The Radiators have been so consistently good at what they do for so long there was never a question of an expiration date. As seminal rock bands go, perhaps only Los Lobos can lay claim to maintaining similar longevity and consistency – no breakups, no misguided artistic indulgences, all achieved with its original lineup.

The Radiators have been so consistently good at what they do for so long there was never a question of an expiration date. As seminal rock bands go, perhaps only Los Lobos can lay claim to maintaining similar longevity and consistency – no breakups, no misguided artistic indulgences, all achieved with its original lineup.


But all good things reach an end – they have to – and so, too, will New Orleans’ versatile swamp rockers. The Radiators last fall confirmed that they would play a final set of shows, called “The Last Watusi,” in June in New Orleans, and pad the time until then with “as many shows as possible.”


According to bassist Reggie Scanlan, calling the breakup a group decision, cut and dry, isn’t accurate. Keyboardist Ed Volker – who, alongside Scanlan, guitarists Dave Malone and Camile Baudoin, and drummer Frank Bua Jr., birthed the band in a January 1978 jam session – told the rest of the Radiators it was time for him to leave.


“I totally understand that. If after 33 years of doing this, all he wants to do is sit at home and watch cartoons, that’s fine,” Scanlan said. “The rest of the band is still up in the air. Some people have some interest in keeping it going, and I guess maybe some time in the future we could tour as the Radiators with a keyboard player or do a full reunion. But I will say that the Radiators, after the final shows, are not going to be my priority anymore – and that’s OK.


“I love change. I like things changing all the time, and for another phase, I’m totally stoked. For people that have a hard time dealing with change, it’ll be hard, but it’s an essential part of life, and it’s good to embrace it and run with it.”


Thirty-three years and 4,500-plus shows later, the Radiators are still one of New Orleans finest rock exports – no small feat for a city with such a decorated musical legacy – and a crackerjack live act.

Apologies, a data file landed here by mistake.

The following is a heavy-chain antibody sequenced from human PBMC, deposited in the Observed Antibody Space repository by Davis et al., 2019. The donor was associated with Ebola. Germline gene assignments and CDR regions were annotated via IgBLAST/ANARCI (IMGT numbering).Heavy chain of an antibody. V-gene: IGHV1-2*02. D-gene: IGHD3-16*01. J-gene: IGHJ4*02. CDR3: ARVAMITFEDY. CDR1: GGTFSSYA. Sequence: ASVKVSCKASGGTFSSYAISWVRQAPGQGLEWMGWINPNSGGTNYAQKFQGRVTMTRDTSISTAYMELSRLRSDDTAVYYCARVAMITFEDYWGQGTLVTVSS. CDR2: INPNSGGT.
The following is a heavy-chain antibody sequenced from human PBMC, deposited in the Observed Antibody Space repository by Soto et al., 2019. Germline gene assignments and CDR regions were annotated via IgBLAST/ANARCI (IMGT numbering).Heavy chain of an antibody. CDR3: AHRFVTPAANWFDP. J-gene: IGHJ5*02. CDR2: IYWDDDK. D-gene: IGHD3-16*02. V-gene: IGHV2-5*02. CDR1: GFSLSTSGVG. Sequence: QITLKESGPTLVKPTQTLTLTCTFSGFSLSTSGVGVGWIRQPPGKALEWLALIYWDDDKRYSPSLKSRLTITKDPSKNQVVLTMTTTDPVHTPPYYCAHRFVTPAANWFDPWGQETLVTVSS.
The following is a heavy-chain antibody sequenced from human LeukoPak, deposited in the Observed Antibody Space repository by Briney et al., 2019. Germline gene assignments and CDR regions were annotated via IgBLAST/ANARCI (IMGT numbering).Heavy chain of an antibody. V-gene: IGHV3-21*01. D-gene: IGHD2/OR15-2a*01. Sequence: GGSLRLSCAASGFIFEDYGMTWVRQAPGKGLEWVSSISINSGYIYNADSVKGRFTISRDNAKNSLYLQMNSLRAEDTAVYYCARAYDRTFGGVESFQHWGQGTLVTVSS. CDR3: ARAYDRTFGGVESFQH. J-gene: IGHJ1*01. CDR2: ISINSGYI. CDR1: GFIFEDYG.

Swamp rock is an encompassing term for their sound, but the Radiators and their jamming proclivities span too many flavors of New Orleans music: funk, R&B, rock and soul. Scanlan said that the band’s current shows – there are some 40 to 50 of them left at the time of our interview – have taken on an urgency.


“You can hook into that energy, and the band’s been playing even better than usual, I think,” he said. “We have this community that the band was the formation of, and a lot of bands have great fans, but our fans are unique and that’s a stunning achievement. So no one has time right now for a ho-hum attitude.”


Why does Scanlan think Volker opted out?


“I can’t speak for him, but I don’t think many people come to these kinds of decisions randomly. It’s not like you wake up, have breakfast and suddenly say, ‘I’ll quit,’” Scanlan said. “I think it’s something he’d been thinking about for a long time, and maybe even wrestled with.”


Scanlan said that all of his bandmates have “a game plan of some kind.” As for him, he’s already recording and plotting dates with a new band, the Suspects, that combines him with the great “Mean” Willie Green (Neville Brothers) on drums, Jake Eckert (Dirty Dozen Brass Band) on guitar, Kevin Harris (Dirty Dozen Brass Band) on saxophone and C.R. Gruver (Outformation) on keyboards.


Like many New Orleans bands, it formed from a jam session at legendary local haunt the Maple Leaf, Scanlan said, and largely by accident. It leans toward plenty of New Orleans funk and groove, and plays tunes by Wet Willie, Robert Palmer, Little Feat and others, not to mention Radiators, Nevilles and Dirty Dozen songs.


The Patriot Ledger